Diplopia is a rare complication after spine surgery, but several cases have been reported [2-9]. In non-spine surgery, diplopia has been reported mainly in patients undergoing spinal anesthesia, and only rarely in patients undergoing general anesthesia [10]. In the case presented here, the patient did not complain of postoperative diplopia immediately after spine surgery or during anesthetic recovery. Other reports have described times of onset of diplopia varying from 1 day to several days after operation (Table 1) [2-9]. As a result of its delayed onset, postoperative diplopia is rarely diagnosed by the anesthesiologist. It is very difficult to explain the mechanisms associated with delayed onset of diplopia after spine surgery. We presume that the following factors may contribute to delayed onset of diplopia. Intraoperative dural tear, spinal anesthesia, and primary intracranial hypotension produce cerebrospinal fluid (CSF) leakage, leading to traction of brain with stretching of CNs, such as the abducens nerve, resulting in subsequent diplopia [4-9,11]. Since most patients are usually in the lying position following the operation, the CSF leakage is relatively smaller compared with that in the sitting position; hence, diplopia is relieved [11]. However, when the patient sits or stands a few days after operation, the diplopia worsens due to relatively more CSF leakage compared with that in the lying position [4-8,11]. In addition, during the immediate postoperative period, non-attention by the surgeon, depending on the severity of diplopia, may also contribute to delayed onset of diplopia.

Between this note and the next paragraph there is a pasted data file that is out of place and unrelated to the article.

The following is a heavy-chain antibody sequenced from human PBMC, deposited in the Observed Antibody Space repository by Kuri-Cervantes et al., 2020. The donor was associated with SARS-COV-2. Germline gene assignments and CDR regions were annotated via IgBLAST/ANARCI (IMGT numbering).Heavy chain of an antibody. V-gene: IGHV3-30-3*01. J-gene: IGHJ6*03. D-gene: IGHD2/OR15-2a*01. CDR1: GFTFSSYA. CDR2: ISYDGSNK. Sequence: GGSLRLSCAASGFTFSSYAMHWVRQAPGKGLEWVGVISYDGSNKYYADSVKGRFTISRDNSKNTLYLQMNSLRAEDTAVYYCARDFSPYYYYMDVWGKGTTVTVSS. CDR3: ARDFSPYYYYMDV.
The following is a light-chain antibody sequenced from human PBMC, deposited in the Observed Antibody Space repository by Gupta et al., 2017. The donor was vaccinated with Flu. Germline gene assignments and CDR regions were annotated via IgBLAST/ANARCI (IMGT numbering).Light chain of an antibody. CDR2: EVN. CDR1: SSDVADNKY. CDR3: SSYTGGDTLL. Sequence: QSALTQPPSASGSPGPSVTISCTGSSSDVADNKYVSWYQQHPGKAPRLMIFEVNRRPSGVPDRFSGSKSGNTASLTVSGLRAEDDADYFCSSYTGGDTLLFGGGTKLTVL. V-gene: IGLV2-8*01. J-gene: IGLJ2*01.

The mechanisms by which diplopia develops are diverse and not well understood, but CN injury is a well-known and obvious cause [2,9]. Extraocular muscles that control eye movement are innervated by CNs, including the oculomotor nerve (CN3), trochlear nerve (CN4), and abducens nerve (CN6) [12,13]. Diplopia occurs due to a malfunction of the extraocular muscles and/or the nervous system components that control them [12,13]. Of all the CNs, CN6 is thin and has a long intracranial course [14,15]. It emerges from the ventral aspect of the brainstem at the pontomedullary junction and runs through Dorello’s canal between the dura and skull (Fig. 2) [12,13]. After piercing the dura, the nerve turns sharply forward at the tip of the petrous temporal bone to enter the cavernous sinus (Fig. 2) [12,13]. In the cavernous sinus, CN6 runs laterally to the internal carotid artery and medial to CN3, CN4, and CN5 (the trigeminal nerve) (Fig. 2) [12]. This sudden intracranial spatial alteration and compression of Dorello’s canal are the main causes of CN6 injury [12,13]. Also, atherosclerosis and dolichoectasia of vessels can compress the nerve [13]. After continuing forward, CN6 finally leaves the cavernous sinus and enters the orbit through the superior orbital fissure (Fig. 2) [12,13]. At this point, it is encircled by a common tendinous ring. CN6 then innervates the lateral rectus muscle and produces eye abduction (Fig. 2) [12,13]. This long pathway makes CN6 particularly vulnerable to mechanical damage caused by bones and ligaments. Indeed, this was observed in our case, in which diplopia occurred due to excessive traction of the 6th CN. We identified the change in the atlanto-occipital area presented as an increase in Powers ratio after C1–C2 fixation and fusion with the occurrence of diplopia. Diplopia improved with normalization of the Powers ratio after the second surgery. Based on these features, the changes in the atlanto-occipital area after C1–C2 fixation and fusion may be associated with CN6 traction injury as the cause of diplopia. Previously, CN paralysis or damage was reported to occur due to the use of equipment such as Gardner-Wells tongs, halo traction, or halo-pelvic traction [9]. Other nerves, including the glossopharyngeal nerve (CN9), the vagus nerve (CN10), and the hypoglossal nerve (CN1), are most vulnerable to stretching injury because of their vertical or oblique course through the cranium. However, the most commonly injured nerve is CN6, with most cases caused by trauma and perioperative traction [2,13-16]. In addition, CSF leakage, CSF hygroma, face edema and traction, and wrong head position on the head rest may cause diplopia following spine surgery [2-9,17]. Furthermore, diplopia following spine surgery may indicate a life-threatening situation, which can be associated with subdural hematoma and transtentorial herniation [18]. Therefore, it is recommended to manage patients with diplopia following spine surgery with immediate ophthalmology and neurology consultations. If no pertinent issues are identified, occlusion therapy with patching or prism glasses is the first line of treatment. If there is no improvement after this non-surgical treatment, corrective eye surgery or a botulinum toxin injection into the lateral rectus muscle can be attempted [7]. However, these more invasive therapies are usually not needed, and conservative treatment improves diplopia because most patients spontaneously improve over time (Table 1) [2-9,15].